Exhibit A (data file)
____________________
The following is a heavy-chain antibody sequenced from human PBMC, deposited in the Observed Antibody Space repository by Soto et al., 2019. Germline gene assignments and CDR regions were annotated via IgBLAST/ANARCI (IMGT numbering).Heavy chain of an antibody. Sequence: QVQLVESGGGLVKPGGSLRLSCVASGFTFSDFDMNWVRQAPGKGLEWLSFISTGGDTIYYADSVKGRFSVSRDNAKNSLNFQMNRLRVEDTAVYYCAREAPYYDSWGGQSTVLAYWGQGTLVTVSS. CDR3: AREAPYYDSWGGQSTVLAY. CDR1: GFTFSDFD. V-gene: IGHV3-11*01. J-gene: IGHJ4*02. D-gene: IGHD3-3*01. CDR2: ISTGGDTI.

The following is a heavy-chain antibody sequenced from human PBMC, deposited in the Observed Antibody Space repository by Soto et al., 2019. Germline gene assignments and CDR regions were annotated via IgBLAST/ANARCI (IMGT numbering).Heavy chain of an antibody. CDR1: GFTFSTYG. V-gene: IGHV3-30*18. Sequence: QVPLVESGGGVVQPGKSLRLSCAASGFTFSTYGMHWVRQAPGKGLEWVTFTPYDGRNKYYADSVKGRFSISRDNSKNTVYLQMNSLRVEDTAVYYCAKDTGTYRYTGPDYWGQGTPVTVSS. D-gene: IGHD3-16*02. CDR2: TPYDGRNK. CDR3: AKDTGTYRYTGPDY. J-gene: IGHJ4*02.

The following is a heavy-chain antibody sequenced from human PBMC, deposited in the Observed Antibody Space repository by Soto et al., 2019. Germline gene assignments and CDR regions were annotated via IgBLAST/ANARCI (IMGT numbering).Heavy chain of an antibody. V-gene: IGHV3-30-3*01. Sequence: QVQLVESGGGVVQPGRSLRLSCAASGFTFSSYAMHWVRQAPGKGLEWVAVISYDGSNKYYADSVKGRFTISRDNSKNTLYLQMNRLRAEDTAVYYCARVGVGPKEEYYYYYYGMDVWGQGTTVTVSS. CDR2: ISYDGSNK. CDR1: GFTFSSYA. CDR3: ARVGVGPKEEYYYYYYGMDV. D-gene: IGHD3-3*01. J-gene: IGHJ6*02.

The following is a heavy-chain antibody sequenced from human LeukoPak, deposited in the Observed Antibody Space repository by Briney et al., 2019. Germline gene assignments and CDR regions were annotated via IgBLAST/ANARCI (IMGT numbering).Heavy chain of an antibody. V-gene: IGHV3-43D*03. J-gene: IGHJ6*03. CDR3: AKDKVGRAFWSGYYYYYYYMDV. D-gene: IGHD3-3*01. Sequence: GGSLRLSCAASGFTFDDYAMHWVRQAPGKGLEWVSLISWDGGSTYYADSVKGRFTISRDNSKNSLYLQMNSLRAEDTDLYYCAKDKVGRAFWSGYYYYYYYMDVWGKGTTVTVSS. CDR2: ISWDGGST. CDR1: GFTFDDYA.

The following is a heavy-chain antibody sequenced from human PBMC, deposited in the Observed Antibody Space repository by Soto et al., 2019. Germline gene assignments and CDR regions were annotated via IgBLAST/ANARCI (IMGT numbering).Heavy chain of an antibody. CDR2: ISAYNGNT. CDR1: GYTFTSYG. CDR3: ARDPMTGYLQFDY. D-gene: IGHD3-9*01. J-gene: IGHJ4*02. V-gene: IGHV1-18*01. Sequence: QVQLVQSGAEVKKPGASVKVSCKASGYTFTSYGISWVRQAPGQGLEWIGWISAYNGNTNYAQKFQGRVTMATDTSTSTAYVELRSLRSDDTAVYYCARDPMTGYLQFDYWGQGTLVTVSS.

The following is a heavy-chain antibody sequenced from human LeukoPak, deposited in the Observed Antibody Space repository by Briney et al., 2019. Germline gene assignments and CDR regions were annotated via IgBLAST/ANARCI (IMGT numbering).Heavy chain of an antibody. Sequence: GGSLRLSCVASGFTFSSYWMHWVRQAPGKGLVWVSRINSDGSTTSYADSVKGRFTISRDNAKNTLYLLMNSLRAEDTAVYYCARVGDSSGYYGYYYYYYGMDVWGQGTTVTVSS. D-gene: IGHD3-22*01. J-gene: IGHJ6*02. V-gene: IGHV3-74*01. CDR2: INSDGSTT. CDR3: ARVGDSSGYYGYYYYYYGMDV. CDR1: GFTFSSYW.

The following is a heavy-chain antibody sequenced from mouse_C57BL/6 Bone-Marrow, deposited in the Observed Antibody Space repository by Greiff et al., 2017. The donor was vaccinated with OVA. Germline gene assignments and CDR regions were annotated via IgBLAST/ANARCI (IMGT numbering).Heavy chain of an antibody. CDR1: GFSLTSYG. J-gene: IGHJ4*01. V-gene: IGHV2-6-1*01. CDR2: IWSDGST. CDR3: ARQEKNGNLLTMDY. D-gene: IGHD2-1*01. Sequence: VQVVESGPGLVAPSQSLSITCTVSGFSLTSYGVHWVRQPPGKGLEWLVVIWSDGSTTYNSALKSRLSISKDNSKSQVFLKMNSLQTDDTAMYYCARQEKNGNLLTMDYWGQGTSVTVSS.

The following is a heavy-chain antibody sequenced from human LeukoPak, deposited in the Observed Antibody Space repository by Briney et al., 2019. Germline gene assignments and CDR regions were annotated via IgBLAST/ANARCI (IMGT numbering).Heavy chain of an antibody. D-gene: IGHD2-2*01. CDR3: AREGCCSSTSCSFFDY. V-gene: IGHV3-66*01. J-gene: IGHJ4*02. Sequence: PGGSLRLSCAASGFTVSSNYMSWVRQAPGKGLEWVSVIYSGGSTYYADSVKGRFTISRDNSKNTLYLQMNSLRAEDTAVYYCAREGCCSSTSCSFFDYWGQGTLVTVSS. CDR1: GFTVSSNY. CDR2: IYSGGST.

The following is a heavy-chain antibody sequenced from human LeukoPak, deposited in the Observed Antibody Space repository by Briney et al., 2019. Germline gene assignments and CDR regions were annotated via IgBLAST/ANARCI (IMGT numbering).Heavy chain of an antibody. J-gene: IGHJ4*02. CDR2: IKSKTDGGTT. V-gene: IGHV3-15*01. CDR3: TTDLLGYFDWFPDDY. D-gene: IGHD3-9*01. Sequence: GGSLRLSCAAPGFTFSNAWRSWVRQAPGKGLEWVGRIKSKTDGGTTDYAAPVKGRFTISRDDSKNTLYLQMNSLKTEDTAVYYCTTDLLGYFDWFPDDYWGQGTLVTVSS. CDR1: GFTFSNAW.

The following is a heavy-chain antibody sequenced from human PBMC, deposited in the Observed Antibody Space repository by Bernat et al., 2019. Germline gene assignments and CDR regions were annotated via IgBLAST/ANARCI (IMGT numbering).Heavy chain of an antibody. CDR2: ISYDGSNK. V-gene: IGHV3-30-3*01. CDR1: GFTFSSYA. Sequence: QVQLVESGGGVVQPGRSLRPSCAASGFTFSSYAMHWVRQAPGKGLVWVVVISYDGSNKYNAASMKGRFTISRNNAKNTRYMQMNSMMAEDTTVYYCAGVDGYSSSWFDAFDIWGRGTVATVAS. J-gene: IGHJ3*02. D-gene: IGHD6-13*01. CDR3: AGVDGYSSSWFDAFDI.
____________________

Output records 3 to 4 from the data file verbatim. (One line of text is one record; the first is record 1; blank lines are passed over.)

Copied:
The following is a heavy-chain antibody sequenced from human PBMC, deposited in the Observed Antibody Space repository by Soto et al., 2019. Germline gene assignments and CDR regions were annotated via IgBLAST/ANARCI (IMGT numbering).Heavy chain of an antibody. V-gene: IGHV3-30-3*01. Sequence: QVQLVESGGGVVQPGRSLRLSCAASGFTFSSYAMHWVRQAPGKGLEWVAVISYDGSNKYYADSVKGRFTISRDNSKNTLYLQMNRLRAEDTAVYYCARVGVGPKEEYYYYYYGMDVWGQGTTVTVSS. CDR2: ISYDGSNK. CDR1: GFTFSSYA. CDR3: ARVGVGPKEEYYYYYYGMDV. D-gene: IGHD3-3*01. J-gene: IGHJ6*02.

The following is a heavy-chain antibody sequenced from human LeukoPak, deposited in the Observed Antibody Space repository by Briney et al., 2019. Germline gene assignments and CDR regions were annotated via IgBLAST/ANARCI (IMGT numbering).Heavy chain of an antibody. V-gene: IGHV3-43D*03. J-gene: IGHJ6*03. CDR3: AKDKVGRAFWSGYYYYYYYMDV. D-gene: IGHD3-3*01. Sequence: GGSLRLSCAASGFTFDDYAMHWVRQAPGKGLEWVSLISWDGGSTYYADSVKGRFTISRDNSKNSLYLQMNSLRAEDTDLYYCAKDKVGRAFWSGYYYYYYYMDVWGKGTTVTVSS. CDR2: ISWDGGST. CDR1: GFTFDDYA.